Thus, if the Anglo-Dutch-controlled multinational Royal Dutch Shell Plc (ADR) (NYSE:RDS.B) were to continue operating in Iran, it would risk being ousted from the U.S. market. Few would take the risk of testing this rule.
The Oil Price Will Shoot Upward
The sanctions will tighten the noose against Iran. While boasting a more diversified economy than its neighbors, Iran still relies on crude oil exports for most of its gross domestic product (GDP). This will fuel its own internal risk dynamic. Ironically, it would also deprive Iran, a member of the Organization of the Petroleum Exporting Countries (OPEC), of benefiting from the highest oil prices in years.
Moreover, while some believe that the recent oil price hike is temporary, the U.S. resuming sanctions against Iran would add considerable durability to it. Naturally, this would have a long-term impact on the world economy, prompting another recession.
The Saudis, careful about preserving their reserves, would keep production in check, as would their Gulf allies.
And the risks are not only coming from the Middle East. In Venezuela, which has some of the biggest reserves of crude oil anywhere in the world, oil production has plummeted. Thus, from the problem of oversupply that peaked in 2016–2017, the world will have to learn to deal with a shortage, even as demand remains strong.
Russia may take advantage to fill some demand. But Russia itself faces sanctions. Moscow has won the war in Syria. All that’s left for the U.S. to do now is to try to isolate it economically and politically.
That won’t be as easy as isolating Iran. Yet, in a climate of extreme geopolitical tensions, the Russians themselves might be reluctant to increase production in the face of strong demand to drop the price.
If speculation and algorithmic trading do their thing, expect the oil price to shoot upward of $100.00, as it did in 2008.
President Trump has come under pressure to show he’s serious about punishing Russia for its presumed electoral interference. You can thank your Russiagate-peddling media pundits and Congress representatives if your daily commute will cost much more in 2018.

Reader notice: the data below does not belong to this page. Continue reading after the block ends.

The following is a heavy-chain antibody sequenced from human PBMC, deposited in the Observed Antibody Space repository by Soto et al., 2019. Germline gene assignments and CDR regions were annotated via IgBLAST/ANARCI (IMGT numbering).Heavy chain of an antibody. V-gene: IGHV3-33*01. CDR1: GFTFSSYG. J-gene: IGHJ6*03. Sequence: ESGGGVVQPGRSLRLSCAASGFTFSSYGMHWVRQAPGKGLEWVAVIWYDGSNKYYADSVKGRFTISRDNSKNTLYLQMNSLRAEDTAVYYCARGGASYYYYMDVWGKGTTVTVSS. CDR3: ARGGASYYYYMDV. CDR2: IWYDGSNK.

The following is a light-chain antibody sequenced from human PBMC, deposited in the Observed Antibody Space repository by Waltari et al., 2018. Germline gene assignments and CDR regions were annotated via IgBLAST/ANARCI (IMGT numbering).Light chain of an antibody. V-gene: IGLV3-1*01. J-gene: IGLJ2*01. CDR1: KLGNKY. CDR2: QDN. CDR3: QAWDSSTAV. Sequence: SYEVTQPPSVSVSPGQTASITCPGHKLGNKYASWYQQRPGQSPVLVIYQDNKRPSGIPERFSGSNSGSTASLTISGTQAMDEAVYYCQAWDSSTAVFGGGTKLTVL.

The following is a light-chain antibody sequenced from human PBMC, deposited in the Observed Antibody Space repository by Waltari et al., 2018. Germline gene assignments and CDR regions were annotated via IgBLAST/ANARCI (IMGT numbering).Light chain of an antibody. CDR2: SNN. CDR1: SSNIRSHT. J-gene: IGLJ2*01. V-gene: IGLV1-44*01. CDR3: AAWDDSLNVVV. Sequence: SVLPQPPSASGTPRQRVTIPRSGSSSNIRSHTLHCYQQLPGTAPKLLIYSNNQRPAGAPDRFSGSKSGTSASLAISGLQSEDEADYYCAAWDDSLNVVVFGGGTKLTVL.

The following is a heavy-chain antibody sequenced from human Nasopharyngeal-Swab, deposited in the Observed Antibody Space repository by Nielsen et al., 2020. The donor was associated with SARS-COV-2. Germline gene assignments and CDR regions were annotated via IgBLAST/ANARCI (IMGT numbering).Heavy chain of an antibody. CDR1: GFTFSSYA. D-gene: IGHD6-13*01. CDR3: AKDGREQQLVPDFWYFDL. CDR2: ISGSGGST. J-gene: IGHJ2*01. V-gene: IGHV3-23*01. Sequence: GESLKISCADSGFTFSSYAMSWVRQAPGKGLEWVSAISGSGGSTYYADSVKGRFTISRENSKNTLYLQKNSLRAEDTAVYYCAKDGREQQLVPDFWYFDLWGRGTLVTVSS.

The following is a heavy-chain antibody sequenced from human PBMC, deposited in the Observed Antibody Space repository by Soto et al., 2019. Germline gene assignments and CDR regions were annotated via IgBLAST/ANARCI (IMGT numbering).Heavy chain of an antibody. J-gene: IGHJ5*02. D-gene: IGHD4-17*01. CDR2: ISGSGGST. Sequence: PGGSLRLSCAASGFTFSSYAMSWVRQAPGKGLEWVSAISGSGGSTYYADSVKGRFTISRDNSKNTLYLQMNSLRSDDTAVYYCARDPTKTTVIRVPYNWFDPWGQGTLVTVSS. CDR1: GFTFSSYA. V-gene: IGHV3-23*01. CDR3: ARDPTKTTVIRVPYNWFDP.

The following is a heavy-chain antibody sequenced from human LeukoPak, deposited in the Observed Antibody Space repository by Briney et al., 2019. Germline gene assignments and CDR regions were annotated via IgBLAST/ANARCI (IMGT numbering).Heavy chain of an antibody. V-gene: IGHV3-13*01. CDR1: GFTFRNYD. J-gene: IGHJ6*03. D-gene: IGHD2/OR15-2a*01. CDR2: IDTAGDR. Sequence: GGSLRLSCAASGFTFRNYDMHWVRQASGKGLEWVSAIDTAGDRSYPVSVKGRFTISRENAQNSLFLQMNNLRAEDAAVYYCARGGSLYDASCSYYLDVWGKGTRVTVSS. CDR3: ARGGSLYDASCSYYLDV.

Russia will have to endure more sanctions. This is what has been affecting the aluminum price.
Aluminum Price and Inevitability of Recession
But it’s not just the oil price going up that’s threatening to put a Saudi desert-sized damper on the global economy. Other key commodities, and not precious metals, are also becoming more expensive. The most dramatic of these has been the aluminum price.
Russia’s United Company Rusal Plc (LON:0QD5, HKG:0486), one of the companies that could come under American sanctions fire, is one of the world’s top aluminum producers.
It’s widely known that airplanes use aluminum. But to save fuel and reduce emissions, automobiles are also using aluminum. Electric cars try to compensate for the weight of their batteries with lighter body panels and other components. In other words, demand for aluminum has grown higher than ever.
Sanctions against Russia from the EU or the U.S. will affect the availability of aluminum on two fronts. The sanctions themselves could cut off supply. European companies importing aluminum from Russia could be subjected to the same U.S. sanctions regime as those importing oil from Iran.
Or, the Russians, to retaliate against the unprecedented Western political pressure, could decide to restrict aluminum exports, knowing its ever higher strategic importance.
Either way, the price of aluminum will increase.
Cars, air travel, fuel, and a host of other products will inflate in price while wages remain largely stagnant. And this will cause the bad kind of inflation. The kind that does not improve economic conditions. Rather, it’s the kind that rears its ugly head when the cost of living increases.
That means a recession, especially if the central banks don’t reverse plans to increase interest rates. Without a major foreign policy reversal in Washington, a recession in 2019 or even late 2018 seems inevitable.